As Bihar, India’s third largest state, reels under the twin misfortunes of post covid-19 instability and the onslaught of floods caused by heavy monsoons, the Christian communities and the laity, religious congregations and social action centres in Patna Archdiocese are on a relentless mission of relief to the affected.
According to conservative estimates, 53 persons have died and 2 million people, spread across 1652 villages in 83 blocks of 16 districts, have been affected by this year’s floods. Over 219,000 people have been evacuated or rescued.
According to Bihar government’s disaster management department’s data, a rough estimation suggested that standing crops on more than 400,000 hectares of land were inundated.
The poorest of the poor are often the greatest sufferers, losing the little they had to the flood waters.
Earlier in the month, the religious sisters of the Apostolic Carmel congregation responded to a distress call from Nadiya Tola in Bariyarpur, some 155 kilometres from Patna. They waded through waist deep water to reach out to about 100 poor families in distress.
“The common misconception is that the very poor were hardly affected by the covid-19, as they supposedly have developed so called ‘herd immunity’,” a social worker told Newsnet. “What is hidden behind the news hole is the fact that literally thousands of bread earners have lost their employment, and the stress and distress of the daily wage earners and working classes hasn’t magically disappeared after the unlock period. Adding to the woes is the flooding in various areas of the state. The poor in their thatched huts and shanties are in dire distress.”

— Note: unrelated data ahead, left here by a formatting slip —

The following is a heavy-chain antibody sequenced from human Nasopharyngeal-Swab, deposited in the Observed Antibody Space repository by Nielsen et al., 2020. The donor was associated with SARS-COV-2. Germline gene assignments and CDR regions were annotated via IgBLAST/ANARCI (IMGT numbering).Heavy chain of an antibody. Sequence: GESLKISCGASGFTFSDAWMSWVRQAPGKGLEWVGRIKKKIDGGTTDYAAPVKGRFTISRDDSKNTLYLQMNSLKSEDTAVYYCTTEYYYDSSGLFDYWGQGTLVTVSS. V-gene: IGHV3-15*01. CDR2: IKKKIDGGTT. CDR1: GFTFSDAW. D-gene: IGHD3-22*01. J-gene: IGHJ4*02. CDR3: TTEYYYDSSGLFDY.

The Patna archdiocese, that recently marked a centenary of existence, is primarily a ‘poor church’ with meagre resources, in a state that is among the most underdeveloped in India. A sizeable number of the faithful are from the working class, many are from Dalit backgrounds, some within the Christian community identify as lower middle class. Even so, inspired by the Christian spirit, the members of this poor church reach out to help all in need, not just Christians.
Seva Kendra in Patna is the hub of several initiatives, and coordinates relief work throughout the Patna Archdiocese.
“The local parishioners and religious houses in Patna came together to collect enough funds to buy food relief kits for some 300 flood affected people in Barh block. The kits weighed about 25 kilos and contained enough rice, lentils, wheat, cooking oil, and sanitation material to last a month,” said diocesan Father James Shekhar, director of the archdiocesan social action centre and Bihar Water Development Society.
Supported by Catholic Relief Services, the archdiocesan centre managed distribution of flood relief for 1000 families, in flood affected Bariyarpur block in the Munger District, with relief packs containing rice, wheat flour, oil, sugar, beaten rice, soyabeans, salt, soap, surf and bleaching powder.
With the help of Caritas India, over 325 families in Jamalpur block also received essential supplies.
Earlier in the month, Mr Alfred D’Rozario, a well known member and community leader of the tiny Anglo-Indian community in the state, donated an ambulance to the social service centre. The affordable ambulance service is a vital life support system for the diocese, especially as the commercial medical transport rates have risen steeply since the second wave of the covid-19 pandemic.
The lockdown and resultant loss of jobs have heightened post Covid economic distress in many parts of Bihar, and the Patna Archdiocese has been in the forefront, providing relief to over 10,000 families specially from the most distressed and marginalized sections in the past two months alone.